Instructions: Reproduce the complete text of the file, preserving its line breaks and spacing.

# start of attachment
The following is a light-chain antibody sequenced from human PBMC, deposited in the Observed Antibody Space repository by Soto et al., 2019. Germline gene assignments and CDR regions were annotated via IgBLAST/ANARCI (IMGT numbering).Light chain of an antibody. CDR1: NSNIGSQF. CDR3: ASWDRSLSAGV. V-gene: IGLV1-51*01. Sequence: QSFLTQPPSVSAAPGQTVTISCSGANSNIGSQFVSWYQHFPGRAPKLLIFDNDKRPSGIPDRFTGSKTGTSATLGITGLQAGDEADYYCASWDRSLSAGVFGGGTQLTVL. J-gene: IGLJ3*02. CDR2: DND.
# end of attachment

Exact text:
The following is a light-chain antibody sequenced from human PBMC, deposited in the Observed Antibody Space repository by Soto et al., 2019. Germline gene assignments and CDR regions were annotated via IgBLAST/ANARCI (IMGT numbering).Light chain of an antibody. CDR1: NSNIGSQF. CDR3: ASWDRSLSAGV. V-gene: IGLV1-51*01. Sequence: QSFLTQPPSVSAAPGQTVTISCSGANSNIGSQFVSWYQHFPGRAPKLLIFDNDKRPSGIPDRFTGSKTGTSATLGITGLQAGDEADYYCASWDRSLSAGVFGGGTQLTVL. J-gene: IGLJ3*02. CDR2: DND.